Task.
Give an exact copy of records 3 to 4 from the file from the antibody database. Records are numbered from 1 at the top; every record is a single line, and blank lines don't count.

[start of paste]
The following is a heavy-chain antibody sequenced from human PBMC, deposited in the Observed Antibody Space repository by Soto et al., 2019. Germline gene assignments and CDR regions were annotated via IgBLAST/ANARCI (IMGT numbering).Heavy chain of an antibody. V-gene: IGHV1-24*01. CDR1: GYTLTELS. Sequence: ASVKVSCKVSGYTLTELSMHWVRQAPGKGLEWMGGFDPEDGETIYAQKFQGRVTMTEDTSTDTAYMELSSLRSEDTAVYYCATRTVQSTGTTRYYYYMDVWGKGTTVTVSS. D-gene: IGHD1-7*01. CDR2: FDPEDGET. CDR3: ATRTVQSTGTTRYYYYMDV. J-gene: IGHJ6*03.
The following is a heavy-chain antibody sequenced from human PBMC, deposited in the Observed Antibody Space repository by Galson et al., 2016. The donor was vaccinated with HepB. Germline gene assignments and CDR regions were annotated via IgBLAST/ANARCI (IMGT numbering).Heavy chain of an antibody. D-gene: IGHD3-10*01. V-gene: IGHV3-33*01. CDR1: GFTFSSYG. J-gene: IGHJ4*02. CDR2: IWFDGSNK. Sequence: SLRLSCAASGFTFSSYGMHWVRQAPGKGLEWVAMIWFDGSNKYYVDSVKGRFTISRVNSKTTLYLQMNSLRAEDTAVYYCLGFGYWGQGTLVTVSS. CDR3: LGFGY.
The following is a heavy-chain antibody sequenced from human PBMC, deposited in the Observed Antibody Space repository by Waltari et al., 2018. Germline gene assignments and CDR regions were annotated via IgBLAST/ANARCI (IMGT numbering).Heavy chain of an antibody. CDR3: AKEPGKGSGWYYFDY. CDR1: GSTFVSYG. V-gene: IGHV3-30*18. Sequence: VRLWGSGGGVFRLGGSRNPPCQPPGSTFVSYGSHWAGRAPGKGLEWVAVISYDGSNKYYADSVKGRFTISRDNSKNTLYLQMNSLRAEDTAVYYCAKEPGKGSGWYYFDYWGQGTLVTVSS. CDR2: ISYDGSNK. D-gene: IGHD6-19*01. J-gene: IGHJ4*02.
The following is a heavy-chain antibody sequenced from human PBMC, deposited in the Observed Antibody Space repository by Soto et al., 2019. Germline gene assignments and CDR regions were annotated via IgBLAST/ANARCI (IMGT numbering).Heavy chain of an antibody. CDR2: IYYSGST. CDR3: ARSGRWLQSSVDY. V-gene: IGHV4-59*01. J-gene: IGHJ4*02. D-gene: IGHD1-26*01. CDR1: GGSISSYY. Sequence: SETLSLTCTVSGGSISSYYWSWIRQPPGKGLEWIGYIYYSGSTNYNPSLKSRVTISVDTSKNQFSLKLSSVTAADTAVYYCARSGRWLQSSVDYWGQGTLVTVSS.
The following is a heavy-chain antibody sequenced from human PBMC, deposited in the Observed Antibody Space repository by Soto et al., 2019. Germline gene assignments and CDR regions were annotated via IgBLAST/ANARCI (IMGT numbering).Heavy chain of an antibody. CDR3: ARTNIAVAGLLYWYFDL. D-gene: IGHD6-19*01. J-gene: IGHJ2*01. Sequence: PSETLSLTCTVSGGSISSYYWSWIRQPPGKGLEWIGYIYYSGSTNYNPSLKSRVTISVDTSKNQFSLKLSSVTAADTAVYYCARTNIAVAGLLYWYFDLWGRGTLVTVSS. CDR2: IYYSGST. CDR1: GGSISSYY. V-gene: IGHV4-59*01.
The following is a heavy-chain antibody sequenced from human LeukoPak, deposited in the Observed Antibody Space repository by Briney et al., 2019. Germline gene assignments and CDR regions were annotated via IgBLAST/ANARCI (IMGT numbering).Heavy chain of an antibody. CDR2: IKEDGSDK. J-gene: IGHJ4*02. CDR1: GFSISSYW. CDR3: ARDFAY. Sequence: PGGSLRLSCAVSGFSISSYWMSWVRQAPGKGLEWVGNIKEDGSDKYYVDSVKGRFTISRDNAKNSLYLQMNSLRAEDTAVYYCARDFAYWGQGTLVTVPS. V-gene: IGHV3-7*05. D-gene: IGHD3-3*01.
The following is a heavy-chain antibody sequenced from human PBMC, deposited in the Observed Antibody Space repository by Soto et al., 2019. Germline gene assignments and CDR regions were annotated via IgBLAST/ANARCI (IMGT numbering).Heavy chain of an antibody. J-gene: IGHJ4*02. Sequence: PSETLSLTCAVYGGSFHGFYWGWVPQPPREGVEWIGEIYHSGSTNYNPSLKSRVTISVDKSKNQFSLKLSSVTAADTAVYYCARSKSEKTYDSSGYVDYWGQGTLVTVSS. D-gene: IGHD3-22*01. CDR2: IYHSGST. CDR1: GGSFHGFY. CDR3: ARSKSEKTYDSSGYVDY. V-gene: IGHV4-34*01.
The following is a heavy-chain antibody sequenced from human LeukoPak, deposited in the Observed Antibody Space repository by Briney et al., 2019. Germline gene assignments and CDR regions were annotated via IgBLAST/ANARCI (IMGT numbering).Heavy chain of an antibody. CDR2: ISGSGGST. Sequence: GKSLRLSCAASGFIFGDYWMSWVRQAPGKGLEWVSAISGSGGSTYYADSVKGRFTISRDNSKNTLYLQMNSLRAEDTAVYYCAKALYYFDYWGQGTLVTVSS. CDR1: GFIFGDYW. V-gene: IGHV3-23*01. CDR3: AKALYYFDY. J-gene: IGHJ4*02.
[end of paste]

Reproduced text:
The following is a heavy-chain antibody sequenced from human PBMC, deposited in the Observed Antibody Space repository by Waltari et al., 2018. Germline gene assignments and CDR regions were annotated via IgBLAST/ANARCI (IMGT numbering).Heavy chain of an antibody. CDR3: AKEPGKGSGWYYFDY. CDR1: GSTFVSYG. V-gene: IGHV3-30*18. Sequence: VRLWGSGGGVFRLGGSRNPPCQPPGSTFVSYGSHWAGRAPGKGLEWVAVISYDGSNKYYADSVKGRFTISRDNSKNTLYLQMNSLRAEDTAVYYCAKEPGKGSGWYYFDYWGQGTLVTVSS. CDR2: ISYDGSNK. D-gene: IGHD6-19*01. J-gene: IGHJ4*02.
The following is a heavy-chain antibody sequenced from human PBMC, deposited in the Observed Antibody Space repository by Soto et al., 2019. Germline gene assignments and CDR regions were annotated via IgBLAST/ANARCI (IMGT numbering).Heavy chain of an antibody. CDR2: IYYSGST. CDR3: ARSGRWLQSSVDY. V-gene: IGHV4-59*01. J-gene: IGHJ4*02. D-gene: IGHD1-26*01. CDR1: GGSISSYY. Sequence: SETLSLTCTVSGGSISSYYWSWIRQPPGKGLEWIGYIYYSGSTNYNPSLKSRVTISVDTSKNQFSLKLSSVTAADTAVYYCARSGRWLQSSVDYWGQGTLVTVSS.